Leeds United don’t need to be reminded of the mercurial genius that courses through the veins of Pablo Hernandez like ichor through the veins of the immortal Gods of Greek mythology. Just in case they did, there was this from Saturday:
😍 The beautiful game pic.twitter.com/ApUZHxzbHR
— Leeds United (@LUFC) June 28, 2020
Hernandez is god-like in his football yet also humble, stating afterwards that 99% of the Leeds United side could hit that pass. A pass where he didn’t look, just pivoted and directed the ball onto a shilling of space for Jack Harrison to run onto whilst at full pelt and not breaking his stride. He’s special. Leeds fans know that.
His years may be mounting up, but his skill levels are in no way going in the opposite direction. Indeed, his output is as consistent as you could want it to be. He has 6 goals and 7 assists now this season and he is the reigning, two-time consecutive Player of the Year at the Club.
He’s 35 now but Leeds United are getting a whole heap out of him even when managing his game time. However, to get the best out of him, they need to keep doing what they are doing and play him centrally rather than out on the wing.
Pablo Herhandez is more effective in the middle (2018/19) than out wide (2018/19)
Right-wing 2018/19 (878 minutes)
This Smartmap (above) shows the position, type (coloured block) and frequency (size of block of Hernandez’s actions whilst playing out on the right-wing position last season. Instantly, you can see that he tended to dominate down the right, his contributions elsewhere sporadic. Down the right flank, you can see a mix of long (yellow) medium (shades of green) and short (blue) passes at a decent volume. His shots (white) tended to be dominant on the edge of the area and across the face of goal.
Using Smarterscout metrics (above – scored for position out of 99), you can see that from a right-sided wing position, Hernandez had ‘model ratings’ of an attacking output of 48, ball retention of 40 and a defending quality 20/defending quantity 27. Style-wise, he had the following ratings: shooting 10, aerial 10, disrupting opponent play 76, recover loose ball 96, link-up play 42, pass towards goal 95, dribble 13 and receive ball in box 39.
Central midfield 2018/19 (878 minutes)
The first thing you notice is that more away from a predominant right-wing position. Given a central role in midfield, Pablo Hernandez is a threat in more areas. There are many more short passes (blue) in all areas and a higher volume of passes spread across the opponent’s half.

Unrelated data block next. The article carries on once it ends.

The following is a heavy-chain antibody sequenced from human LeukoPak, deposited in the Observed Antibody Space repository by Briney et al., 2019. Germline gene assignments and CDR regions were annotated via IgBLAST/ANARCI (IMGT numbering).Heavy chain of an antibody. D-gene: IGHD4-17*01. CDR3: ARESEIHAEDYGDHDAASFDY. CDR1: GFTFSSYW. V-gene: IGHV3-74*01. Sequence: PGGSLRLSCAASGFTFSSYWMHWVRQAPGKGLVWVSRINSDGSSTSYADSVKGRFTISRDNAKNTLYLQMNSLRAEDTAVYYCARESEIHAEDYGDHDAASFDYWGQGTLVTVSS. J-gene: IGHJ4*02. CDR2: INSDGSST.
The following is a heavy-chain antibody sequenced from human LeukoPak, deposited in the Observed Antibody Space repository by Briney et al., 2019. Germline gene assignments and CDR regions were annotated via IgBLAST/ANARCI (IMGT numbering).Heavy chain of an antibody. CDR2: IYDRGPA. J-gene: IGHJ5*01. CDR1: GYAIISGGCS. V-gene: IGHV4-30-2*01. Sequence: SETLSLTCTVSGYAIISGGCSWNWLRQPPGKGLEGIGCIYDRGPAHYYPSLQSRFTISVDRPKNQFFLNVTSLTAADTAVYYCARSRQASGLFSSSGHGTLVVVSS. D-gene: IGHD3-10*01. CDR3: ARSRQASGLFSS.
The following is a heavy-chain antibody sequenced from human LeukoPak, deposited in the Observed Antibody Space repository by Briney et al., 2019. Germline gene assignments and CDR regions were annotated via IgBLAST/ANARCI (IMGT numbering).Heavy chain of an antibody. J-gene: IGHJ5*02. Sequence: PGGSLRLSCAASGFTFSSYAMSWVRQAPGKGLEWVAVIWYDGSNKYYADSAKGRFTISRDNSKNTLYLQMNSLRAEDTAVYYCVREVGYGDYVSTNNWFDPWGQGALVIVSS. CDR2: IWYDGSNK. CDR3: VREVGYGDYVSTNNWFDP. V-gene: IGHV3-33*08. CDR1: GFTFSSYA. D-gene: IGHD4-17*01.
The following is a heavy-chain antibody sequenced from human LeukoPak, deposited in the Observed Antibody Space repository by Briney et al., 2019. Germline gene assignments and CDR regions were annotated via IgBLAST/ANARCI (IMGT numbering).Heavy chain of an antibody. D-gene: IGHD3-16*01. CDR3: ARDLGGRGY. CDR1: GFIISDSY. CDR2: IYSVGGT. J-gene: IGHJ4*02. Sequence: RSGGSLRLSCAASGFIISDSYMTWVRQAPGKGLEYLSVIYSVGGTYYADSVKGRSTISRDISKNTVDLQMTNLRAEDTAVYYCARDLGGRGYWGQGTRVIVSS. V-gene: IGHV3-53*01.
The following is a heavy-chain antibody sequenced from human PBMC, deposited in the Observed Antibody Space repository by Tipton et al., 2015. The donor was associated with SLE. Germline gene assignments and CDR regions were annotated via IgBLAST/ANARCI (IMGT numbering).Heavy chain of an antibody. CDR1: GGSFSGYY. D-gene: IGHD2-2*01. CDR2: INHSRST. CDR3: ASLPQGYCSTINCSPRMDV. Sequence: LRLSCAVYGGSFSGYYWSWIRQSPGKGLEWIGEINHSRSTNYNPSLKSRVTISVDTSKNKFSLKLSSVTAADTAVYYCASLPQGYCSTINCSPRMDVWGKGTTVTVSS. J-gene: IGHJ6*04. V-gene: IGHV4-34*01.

Additionally, he engages in more dribbles (purple) in dangerous areas such as central to the goals and on the edges of the area. His shooting (grey/white) has also increased, especially around the fringes of the penalty area. One aspect of his game is to arrive late and profit from the earlier balls out wide that Bielsa’s football thrives on.
Using Smarterscout metrics (above – scored for position out of 99), you can see that from a more central position things change massively for Pablo Hernandez. His attacking output is now a maxed 99 (+55), although ball retention drops to 8 (-32). His defending quality rises to 94 (+74) and defending quantity drops to 7 – meaning he is called on less to defend but does so better in the centre of the park.
Style-wise, his shooting increases to 82 (+72), aerial doubles to 20 (+10) and his disrupting opponent play drops to 31 (-45). However, centrally, his recovery of loose ball rises slightly to 98 (+2) but his link-up play drops to 25 (-17). His passing towards goal drops slightly to 83 (-12), his dribble rockets to 67 (+54)and his receiving the ball in box soars to 71 (+32).
View from The72
No matter where you put Pablo Hernandez on the field, he will be a threat. However, after his fellow mercurial Spaniard, Samu Saiz, left Leeds, Pablo was moved further infield. Doing that gives him influence over a wider area of the field. The danger he possesses can be seen by increases in shooting receiving the ball in the area.
A key aspect of Bielsa’s football at Leeds is spreading the ball to the flanks, often moves that start in midfield. A key aspect of Hernandez’s game is that perfectly-timed run into the penalty area to finish off a move.
Combine both, and it isn’t hard to see why Pablo Hernandez got 12 goals and 12 assists last season.
Graphics reproduced by kind permission of Smarterscout. Explanations of the metrics used can be found on their FAQ page.
The guy is class.
No, not really.
He’ll play a part.